““I negotiated with terrorists every day. I had no moral qualms about talking to anyone if it was to save the life of an American citizen. ““
In this regard, the desire for a purer and more just Islamic society in some ways reflects the anger of the mob that stormed the U.S. Capitol on January 6. “The main comparison is the radicalization of normal people,” Padnos says. “What has happened in Syria is that huge sections of the population have become radicalized. Most of these MAGA guys, they believe they’re on a spiritual quest to make America great. They have surrendered to an authority they really don’t understand. Here it’s Donald Trump, over there it’s ISIS. It is the crowd element that is scary. “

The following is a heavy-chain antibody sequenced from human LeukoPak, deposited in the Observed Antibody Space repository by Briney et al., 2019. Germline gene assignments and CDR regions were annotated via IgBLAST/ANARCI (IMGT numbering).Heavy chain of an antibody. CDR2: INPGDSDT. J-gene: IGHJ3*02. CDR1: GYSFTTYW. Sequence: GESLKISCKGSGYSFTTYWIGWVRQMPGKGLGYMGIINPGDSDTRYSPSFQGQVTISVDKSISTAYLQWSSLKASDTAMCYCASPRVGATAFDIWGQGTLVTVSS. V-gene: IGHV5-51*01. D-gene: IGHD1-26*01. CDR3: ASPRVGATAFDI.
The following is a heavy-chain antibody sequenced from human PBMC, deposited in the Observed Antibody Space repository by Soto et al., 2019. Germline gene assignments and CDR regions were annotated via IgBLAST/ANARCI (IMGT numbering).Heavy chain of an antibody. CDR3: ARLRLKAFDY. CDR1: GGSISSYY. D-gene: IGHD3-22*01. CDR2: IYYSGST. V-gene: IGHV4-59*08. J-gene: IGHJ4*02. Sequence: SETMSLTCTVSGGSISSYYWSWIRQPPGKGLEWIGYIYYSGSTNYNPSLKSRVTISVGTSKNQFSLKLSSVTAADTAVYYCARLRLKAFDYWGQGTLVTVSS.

During his time in captivity, Padnos got used to what he calls “welcome parties” – the beatings he received upon entering a new prison – and began to think about his constant attempts to get rid of himself. lice as a “leisure activity”. He realized that his guards were often bored and to alleviate their boredom, they mistreated him. He also had an extremely controversial relationship with cellmate Matt Schrier, a photojournalist who converted to Islam in prison.
“Matt hated me because I refused to convert, because I felt I was more than willing to find good in an al Qaeda suicide bomber than I was to spend time in conversation with. him, and because I knew the secret of his evil Faith. (Schrier admitted that his conversion to Islam improved his relationship with his captors). “